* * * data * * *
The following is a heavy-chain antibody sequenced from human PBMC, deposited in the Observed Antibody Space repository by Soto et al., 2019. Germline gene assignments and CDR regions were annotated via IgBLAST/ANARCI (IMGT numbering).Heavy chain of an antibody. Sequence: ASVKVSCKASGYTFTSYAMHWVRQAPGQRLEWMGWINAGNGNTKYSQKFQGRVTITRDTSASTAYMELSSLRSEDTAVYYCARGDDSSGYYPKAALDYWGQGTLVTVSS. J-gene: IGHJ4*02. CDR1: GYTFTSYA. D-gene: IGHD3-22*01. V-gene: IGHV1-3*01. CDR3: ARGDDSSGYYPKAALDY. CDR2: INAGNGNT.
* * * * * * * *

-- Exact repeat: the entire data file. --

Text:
The following is a heavy-chain antibody sequenced from human PBMC, deposited in the Observed Antibody Space repository by Soto et al., 2019. Germline gene assignments and CDR regions were annotated via IgBLAST/ANARCI (IMGT numbering).Heavy chain of an antibody. Sequence: ASVKVSCKASGYTFTSYAMHWVRQAPGQRLEWMGWINAGNGNTKYSQKFQGRVTITRDTSASTAYMELSSLRSEDTAVYYCARGDDSSGYYPKAALDYWGQGTLVTVSS. J-gene: IGHJ4*02. CDR1: GYTFTSYA. D-gene: IGHD3-22*01. V-gene: IGHV1-3*01. CDR3: ARGDDSSGYYPKAALDY. CDR2: INAGNGNT.